Every time we believe Venezuela has hit rock bottom, president Nicolas Maduro finds a way to surprise us. In the latest installment of Venezuela's social collapse, we find that the president of the socialist utopia has put the armed forces in charge of a new food supply system aimed at alleviating crippling shortages, in the process ceding even more power to a military apparatus that is already involved in everything from banking to imports. According to some interpretations, this is merely the latest step in the military's takeover of a government that has now lost virtually all support as well as authority to govern.
As WSJ reports, the head of the armed forces, Defense Minister Vladimir Padrino - who now becomes one of the most powerful people in the socialist government - will be in charge of transporting and distributing basic products, controlling prices and stimulating production, according to a decree published Tuesday in the official gazette. “All the ministries, all the ministers, all the state institutions are at the service and in absolute subordination” to Padrino’s so-called Great Sovereign Supply Mission, Maduro said in a televised address Monday night.
Venezuelan Defense Minister General Vladimir Padrino.
The appointment comes at a time of unprecedented crisis for Venezuela, where a full-blown food crisis has emerged over the past few months. Entire days are now spent outside stores waiting to buy a handful of basic items, with protests and looting rising sharply. Hoarding and flipping scarce goods have become a growth industry. Those who buy and resell, known as bachaqueros, are among the few succeeding in this economy.
Venezuelans carrying groceries cross the Simón Bolívar bridge from Colombia
As a result, the armed forces have swiftly repressed all opposition rallies as well as the food riots that flare up daily across the country.
As Bloomberg adds, in an attempt to regain control, President Nicolas Maduro has tapped loyal neighborhood groups, called CLAPs, and put them in charge of distributing as much as 70 percent of the nation’s food. The committees, whose meetings start with socialist anthems, are told they must wrest control of the food market from those reselling it illegally.
“There is an economic war being waged,” said Janette Carillo, 45, a local CLAP member who helped oversee the Catia food delivery. “Our job is to break the arm of the bachaquero,” she said. After taking on global powerhouses like Exxon Mobil and PepsiCo., the government is now targeting bachaqueros -- frantic, ordinary people who have abandoned jobs to wait in line all night in order to get by. The notion that they are part of a capitalist assault on Venezuela is hard to square with the facts. Meanwhile, opposition leaders contend that the food trucks exclude their followers.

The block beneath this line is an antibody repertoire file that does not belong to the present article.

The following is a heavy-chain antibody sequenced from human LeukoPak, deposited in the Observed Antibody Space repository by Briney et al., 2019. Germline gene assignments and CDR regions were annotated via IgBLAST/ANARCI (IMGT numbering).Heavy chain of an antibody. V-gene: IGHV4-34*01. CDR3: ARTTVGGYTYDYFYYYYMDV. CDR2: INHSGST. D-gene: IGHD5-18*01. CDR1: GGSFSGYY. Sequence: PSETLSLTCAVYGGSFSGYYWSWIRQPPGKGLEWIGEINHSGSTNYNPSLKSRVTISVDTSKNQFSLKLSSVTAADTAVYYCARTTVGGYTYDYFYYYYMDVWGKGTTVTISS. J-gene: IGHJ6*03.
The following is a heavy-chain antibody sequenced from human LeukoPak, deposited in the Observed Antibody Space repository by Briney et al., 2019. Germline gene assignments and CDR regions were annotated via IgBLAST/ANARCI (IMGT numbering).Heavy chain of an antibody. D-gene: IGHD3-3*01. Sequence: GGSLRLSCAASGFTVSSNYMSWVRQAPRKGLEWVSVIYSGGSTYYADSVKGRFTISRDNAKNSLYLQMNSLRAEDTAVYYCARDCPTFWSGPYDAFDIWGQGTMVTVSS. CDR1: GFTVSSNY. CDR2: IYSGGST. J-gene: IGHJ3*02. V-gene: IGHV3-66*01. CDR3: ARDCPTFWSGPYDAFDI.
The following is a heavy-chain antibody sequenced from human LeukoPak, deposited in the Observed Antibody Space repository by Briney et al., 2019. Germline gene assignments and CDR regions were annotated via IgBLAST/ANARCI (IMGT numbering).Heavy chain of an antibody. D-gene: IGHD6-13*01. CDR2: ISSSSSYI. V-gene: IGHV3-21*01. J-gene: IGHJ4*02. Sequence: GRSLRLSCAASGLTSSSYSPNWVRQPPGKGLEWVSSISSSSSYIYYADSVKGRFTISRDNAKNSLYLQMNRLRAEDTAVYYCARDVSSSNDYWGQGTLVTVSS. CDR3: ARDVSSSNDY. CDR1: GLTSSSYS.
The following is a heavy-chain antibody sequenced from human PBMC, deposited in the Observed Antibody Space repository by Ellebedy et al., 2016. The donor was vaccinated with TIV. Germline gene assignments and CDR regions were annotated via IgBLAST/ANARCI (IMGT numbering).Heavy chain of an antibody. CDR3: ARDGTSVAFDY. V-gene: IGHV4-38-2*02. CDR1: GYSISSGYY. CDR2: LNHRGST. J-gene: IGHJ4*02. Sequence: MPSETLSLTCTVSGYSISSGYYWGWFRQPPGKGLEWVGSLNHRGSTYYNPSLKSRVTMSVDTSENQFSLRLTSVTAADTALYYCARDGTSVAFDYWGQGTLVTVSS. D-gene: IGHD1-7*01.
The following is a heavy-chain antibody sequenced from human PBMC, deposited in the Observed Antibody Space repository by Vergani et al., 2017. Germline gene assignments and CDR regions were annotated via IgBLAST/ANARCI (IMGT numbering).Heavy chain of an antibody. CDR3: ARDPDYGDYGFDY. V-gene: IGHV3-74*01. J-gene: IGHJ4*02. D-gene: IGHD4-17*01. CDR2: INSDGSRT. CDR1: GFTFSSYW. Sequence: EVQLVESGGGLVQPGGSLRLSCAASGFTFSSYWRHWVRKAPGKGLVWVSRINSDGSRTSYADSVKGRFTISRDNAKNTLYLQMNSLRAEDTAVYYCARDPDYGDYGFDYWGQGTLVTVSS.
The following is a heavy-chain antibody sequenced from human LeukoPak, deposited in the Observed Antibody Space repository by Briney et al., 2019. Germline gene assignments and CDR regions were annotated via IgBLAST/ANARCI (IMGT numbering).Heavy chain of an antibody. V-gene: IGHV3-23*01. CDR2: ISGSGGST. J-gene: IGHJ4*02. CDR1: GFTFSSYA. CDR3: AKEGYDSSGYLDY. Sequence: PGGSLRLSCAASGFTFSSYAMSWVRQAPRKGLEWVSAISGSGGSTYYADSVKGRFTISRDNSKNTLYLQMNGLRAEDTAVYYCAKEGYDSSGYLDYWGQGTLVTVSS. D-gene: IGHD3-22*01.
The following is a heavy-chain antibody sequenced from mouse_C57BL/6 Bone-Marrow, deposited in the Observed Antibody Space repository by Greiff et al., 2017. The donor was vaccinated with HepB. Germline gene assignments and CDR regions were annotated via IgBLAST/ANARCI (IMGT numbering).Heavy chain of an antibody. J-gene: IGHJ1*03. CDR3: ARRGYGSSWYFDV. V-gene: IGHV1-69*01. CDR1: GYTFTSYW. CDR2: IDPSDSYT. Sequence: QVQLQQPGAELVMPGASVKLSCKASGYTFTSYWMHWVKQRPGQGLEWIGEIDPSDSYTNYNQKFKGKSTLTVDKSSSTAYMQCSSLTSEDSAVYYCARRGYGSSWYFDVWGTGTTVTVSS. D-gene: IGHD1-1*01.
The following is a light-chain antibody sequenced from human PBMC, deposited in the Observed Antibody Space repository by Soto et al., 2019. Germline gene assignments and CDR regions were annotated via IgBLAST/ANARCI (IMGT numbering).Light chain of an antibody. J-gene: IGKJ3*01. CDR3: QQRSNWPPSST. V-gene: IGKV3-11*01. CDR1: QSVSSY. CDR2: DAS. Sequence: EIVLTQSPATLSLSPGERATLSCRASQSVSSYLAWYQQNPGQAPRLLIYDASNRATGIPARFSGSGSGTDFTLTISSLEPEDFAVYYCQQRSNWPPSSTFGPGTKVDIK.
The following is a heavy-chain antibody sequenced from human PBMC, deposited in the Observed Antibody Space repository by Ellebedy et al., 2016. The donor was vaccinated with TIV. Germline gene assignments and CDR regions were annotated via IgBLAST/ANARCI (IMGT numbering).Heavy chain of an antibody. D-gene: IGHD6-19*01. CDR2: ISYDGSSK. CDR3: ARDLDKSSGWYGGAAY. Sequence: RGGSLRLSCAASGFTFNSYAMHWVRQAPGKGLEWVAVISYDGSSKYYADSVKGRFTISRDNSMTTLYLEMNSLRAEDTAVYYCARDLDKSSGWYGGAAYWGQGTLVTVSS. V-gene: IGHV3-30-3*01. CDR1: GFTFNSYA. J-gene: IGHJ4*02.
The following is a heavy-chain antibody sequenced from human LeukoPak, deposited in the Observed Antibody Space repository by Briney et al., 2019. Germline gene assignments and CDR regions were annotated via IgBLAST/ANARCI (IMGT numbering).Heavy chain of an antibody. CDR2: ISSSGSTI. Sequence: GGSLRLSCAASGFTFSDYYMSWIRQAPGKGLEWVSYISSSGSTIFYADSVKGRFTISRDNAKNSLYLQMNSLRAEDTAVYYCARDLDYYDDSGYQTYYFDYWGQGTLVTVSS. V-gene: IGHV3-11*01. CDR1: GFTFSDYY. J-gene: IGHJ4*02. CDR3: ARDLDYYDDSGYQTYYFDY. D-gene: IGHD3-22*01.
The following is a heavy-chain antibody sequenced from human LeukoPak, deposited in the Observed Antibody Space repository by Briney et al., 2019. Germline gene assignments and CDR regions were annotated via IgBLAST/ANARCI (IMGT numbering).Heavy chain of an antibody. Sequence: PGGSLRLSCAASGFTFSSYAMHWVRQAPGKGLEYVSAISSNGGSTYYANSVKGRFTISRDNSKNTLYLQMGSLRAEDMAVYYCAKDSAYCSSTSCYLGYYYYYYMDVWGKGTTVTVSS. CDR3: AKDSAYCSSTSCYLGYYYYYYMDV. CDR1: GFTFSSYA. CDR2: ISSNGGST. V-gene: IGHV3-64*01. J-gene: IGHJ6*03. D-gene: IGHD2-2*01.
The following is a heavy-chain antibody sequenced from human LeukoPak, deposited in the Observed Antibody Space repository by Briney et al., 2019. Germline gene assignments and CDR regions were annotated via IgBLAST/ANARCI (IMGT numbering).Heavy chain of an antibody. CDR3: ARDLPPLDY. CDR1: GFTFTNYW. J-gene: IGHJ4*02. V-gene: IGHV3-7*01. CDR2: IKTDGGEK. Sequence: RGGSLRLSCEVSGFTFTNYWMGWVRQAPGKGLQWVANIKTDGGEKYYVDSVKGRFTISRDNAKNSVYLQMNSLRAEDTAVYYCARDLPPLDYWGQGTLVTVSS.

"This is now a completely militarized government,” said Luis Manuel Esculpi, a security analyst in Caracas and former head of the armed forces commission in the congress. “The army is Maduro’s only source of authority.”
To be sure, since coming to power three years ago, Maduro has relied increasingly on the armed forces as a spiraling economic crisis pushed his approval ratings to record lows and food shortages led to lootings. Generals are already in charge of state companies importing the bulk of Venezuela’s food; they run the country’s largest bank, a television station and a state mining company.
Some see through the latest news as a de facto takeover by the local military, one which allows Maduro to quietly exit the scene of the crime and leave the local army to handle the upcoming revolution.
“Maduro is giving the keys to Miraflores [presidential palace] over to a military leader who is unable to confront the economic crisis,” said opposition deputy Julio Borges. “What this means is more roadblocks, more corruption and less production.”
The problem for the military is that by fully aligning themselves with the Maduro regime, they will also lose the people's trust, making violent conflict virtually inevitable.
A former high-ranking general said the new measures would end up discrediting the armed forces, “because now they’ll be responsible for sustaining a model that has no viability.” He said the move would also open more doors for corruption in a country the watchdog group Transparency International considers among the world’s more corrupt.
Meanwhile, the Maduro regime continues to hand over increasingly bigger chunks of the local economy to the army, most recently confiscating the plant of Kimberly-Clark which announced over the weekend that it was abandoning its local operations.
“If all the factories now have to run everything by the military, this isn’t going to make raw materials appear all of the sudden,” said Juan Pablo Olalquiaga, president of Venezuela’s industrial chamber, Conindustria. “The president is showing he does not understand how to manage the economy.”
Ultimately, Venezuela's real food shortage problem is less due to distribution, no matter if tasked to the military or private sector, it is the supply. The government plans to halve imports to make good on billions of dollars of bonds maturing later this year.
What is most surprising, however, is that Venezuela continues to sacrifice the well-being of its people to placate its creditors: for some inexplicable reason, the completely insolvent country, which recently may have seen much of its gold confiscated by Citigroup, refuses to default and instead allocate its dwindling reserves to providing the bare necessities for the population. But then we are reminded of an article we wrote in December 2014: